Damn. That was advice. Changing course.

What I really wanted to write about today was a piece of advice given to me about pitching that got me thinking about stories in a way that I hadn’t before, or at least I don’t think I had. I went to a panel session on ‘How to Pitch your Manuscript’ and one of the people on the panel was a guy from Bundoran Press, whose name I have utterly, shamefully, forgotten. Nevertheless what he said stuck with me – he said that a good pitch needs to say what the book is about, and (crucially) that that is not the same as the plot.

I had to give that one a think for a second. But (of course you will have instantly recognized) he’s right. The plot is all the events that happen in a story, but those things, added all together, isn’t what the story is about. I imagine my former English teachers being deeply dismayed that I had somehow failed to take this very fundamental point onboard (or, equally possible, that I had done so and then lost it in the overfilled ship’s hold of my mind) until this exceptionally late date.

However, here we are. One of my very favourite books, William Gibson’s Neuromancer, has plot about AIs and drugs and Rastafarian space communes and chicks with razor blade fingernails, but that’s not what it’s about. Mostly the book is about humanity, and how it is lost and regained. Wolf Hall is not about the machinations of Tudor politics, primarily. It is about power. My own book is not about all the pretend things (that I hope you will soon get to discover) that happen through the course of the novel. It is ultimately about adversity, and whether we despair or persevere in the face of it.

Up until I got that nugget of advice, my attempts at a pitch or query had been uniformly terrible, because I was trying to summarize a lengthy plot in a paragraph or 2 minute talk. It doesn’t work, or at least I can’t make it work. Once I stopped doing that and started telling people what my story was about, I had something that at least made a kind of sense.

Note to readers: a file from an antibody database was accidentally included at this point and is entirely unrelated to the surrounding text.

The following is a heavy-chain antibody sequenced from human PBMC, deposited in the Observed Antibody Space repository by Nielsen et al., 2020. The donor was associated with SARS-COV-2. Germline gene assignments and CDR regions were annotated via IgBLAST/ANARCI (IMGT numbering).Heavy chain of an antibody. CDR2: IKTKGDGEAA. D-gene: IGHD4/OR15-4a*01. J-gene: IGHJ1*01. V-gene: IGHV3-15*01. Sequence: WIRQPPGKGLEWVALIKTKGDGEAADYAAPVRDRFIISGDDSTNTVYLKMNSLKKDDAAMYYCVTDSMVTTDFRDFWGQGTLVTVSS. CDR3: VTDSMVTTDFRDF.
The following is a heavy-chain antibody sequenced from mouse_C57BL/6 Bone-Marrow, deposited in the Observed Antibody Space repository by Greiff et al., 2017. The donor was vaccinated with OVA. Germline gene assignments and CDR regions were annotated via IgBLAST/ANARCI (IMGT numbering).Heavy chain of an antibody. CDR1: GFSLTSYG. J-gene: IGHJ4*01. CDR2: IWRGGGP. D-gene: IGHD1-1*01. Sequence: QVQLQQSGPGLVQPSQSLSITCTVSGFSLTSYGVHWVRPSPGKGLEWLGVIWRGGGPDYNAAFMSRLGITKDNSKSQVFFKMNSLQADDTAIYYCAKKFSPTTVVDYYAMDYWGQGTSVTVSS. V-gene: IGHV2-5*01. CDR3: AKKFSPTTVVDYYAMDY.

In a grander scheme, the separation between plot and what a story is about is an interesting point of view to keep in mind. The project I’m writing now does have a plot, but I’ve already figured out that it is about our responsibility for the things we create. Figuring that out has already helped me determine things that need to be in the plot, or really shouldn’t be. I’m not saying a writer should ruthlessly strip everything out of a story that doesn’t fit its central theme – I enjoy some little side trips and meanderings – but there’s a clarity from knowing the overall flavour you want your creation to have, an opportunity to keep giving it a little more seasoning in that direction, or not throw in stuff that will clash.

Anyway, this is probably all quite elementary and I imagine a lot of ‘Yes, AND?’ going through the minds of readers. I’ll try to do better the next time. I am very grateful for the advice I got, though. I think it helped me find a home for my story, and I think it is continuing to help me write a little better.